Seminar über aktuelle Fragen zur Dynamik komplexer Fluide: Oscillating Contact Lines of Newtonian and Viscoplastic Fluids

Seminar über aktuelle Fragen zur Dynamik komplexer Fluide

  • Datum: 04.05.2018
  • Uhrzeit: 10:15 - 11:15
  • Vortragende(r): Dr. Mazi Jalaal
  • University of Twente, The Netherlands
  • Ort: Max-Planck-Institut für Dynamik und Selbstorganisation (MPIDS)
  • Raum: SR 0.77
  • Gastgeber: MPIDS/DCF
  • Kontakt: babak.vajdi@ds.mpg.dd
The spreading of Newtonian and non-Newtonian liquid droplets occurs in a number of applications such as inkjet and 3D printing. In the talk, we will present our recent study on the spreading of droplets on a pre-wetted surface. We will briefly review the classic findings on the problem using Newtonian lubrication theory and then discuss the limitations. Next, we will present a solution of Stokes equation for the same problem, where an entirely different behavior appears for large Capillary numbers, Ca. We validate the theoretical results experimentally. We use digital holographic microscopy, a method based on interferometry that allows us to measure the surface profile of the droplet with sub-micron accuracy. In short, we find three important Capillary numbers. First, an extremely small Ca, where the oscillations disappear because of gravity. A moderate one, where the oscillations become the most pronounced and eventually a large Ca, where the oscillations disappear again.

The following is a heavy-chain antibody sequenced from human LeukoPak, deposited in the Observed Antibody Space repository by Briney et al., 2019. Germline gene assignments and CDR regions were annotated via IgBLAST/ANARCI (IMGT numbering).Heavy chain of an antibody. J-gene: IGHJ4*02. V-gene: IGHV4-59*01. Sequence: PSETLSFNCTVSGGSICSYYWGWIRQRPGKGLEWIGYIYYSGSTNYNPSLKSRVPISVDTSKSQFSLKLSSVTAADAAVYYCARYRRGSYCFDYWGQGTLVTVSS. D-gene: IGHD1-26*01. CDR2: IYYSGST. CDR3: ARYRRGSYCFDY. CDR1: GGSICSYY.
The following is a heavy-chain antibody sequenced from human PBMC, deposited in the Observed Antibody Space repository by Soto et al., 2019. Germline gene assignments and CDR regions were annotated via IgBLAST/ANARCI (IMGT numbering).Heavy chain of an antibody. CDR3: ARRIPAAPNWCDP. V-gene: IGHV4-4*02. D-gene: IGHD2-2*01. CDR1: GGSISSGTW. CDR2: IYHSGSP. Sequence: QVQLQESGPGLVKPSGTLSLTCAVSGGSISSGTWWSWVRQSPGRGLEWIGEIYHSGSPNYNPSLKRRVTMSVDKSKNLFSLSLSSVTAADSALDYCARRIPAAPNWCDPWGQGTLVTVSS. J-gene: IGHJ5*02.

We extend the theoretical results for a particular non-Linear fluid, known as viscoplastic fluid (a.k.a yield-stress material). Such material, if not sufficiently stressed, behaves like a solid, but once the stress exceeds a critical value (the yield stress), it deforms like a viscous fluid. We derive the viscoplastic thin film equations and present the numerical and asymptotic solutions. We again observe the oscillations in the surface profiles, this time not only during the spreading but also in the final shape, when the deformation solidifies because of the yield stress. Asymptotically, we show a completely different origin of the oscillations is viscoplastic fluids. The experimental validation of the results is currently a work in progress.
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